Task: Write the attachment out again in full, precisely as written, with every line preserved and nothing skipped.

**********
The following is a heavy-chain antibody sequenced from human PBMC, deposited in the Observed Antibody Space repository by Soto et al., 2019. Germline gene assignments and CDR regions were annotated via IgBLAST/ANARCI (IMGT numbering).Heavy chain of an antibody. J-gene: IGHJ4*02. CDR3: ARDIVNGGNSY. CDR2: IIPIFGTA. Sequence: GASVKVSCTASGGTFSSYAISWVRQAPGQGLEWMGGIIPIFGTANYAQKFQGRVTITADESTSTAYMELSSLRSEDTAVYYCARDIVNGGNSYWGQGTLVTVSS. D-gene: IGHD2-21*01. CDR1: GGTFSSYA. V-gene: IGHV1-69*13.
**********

The following is a heavy-chain antibody sequenced from human PBMC, deposited in the Observed Antibody Space repository by Soto et al., 2019. Germline gene assignments and CDR regions were annotated via IgBLAST/ANARCI (IMGT numbering).Heavy chain of an antibody. J-gene: IGHJ4*02. CDR3: ARDIVNGGNSY. CDR2: IIPIFGTA. Sequence: GASVKVSCTASGGTFSSYAISWVRQAPGQGLEWMGGIIPIFGTANYAQKFQGRVTITADESTSTAYMELSSLRSEDTAVYYCARDIVNGGNSYWGQGTLVTVSS. D-gene: IGHD2-21*01. CDR1: GGTFSSYA. V-gene: IGHV1-69*13.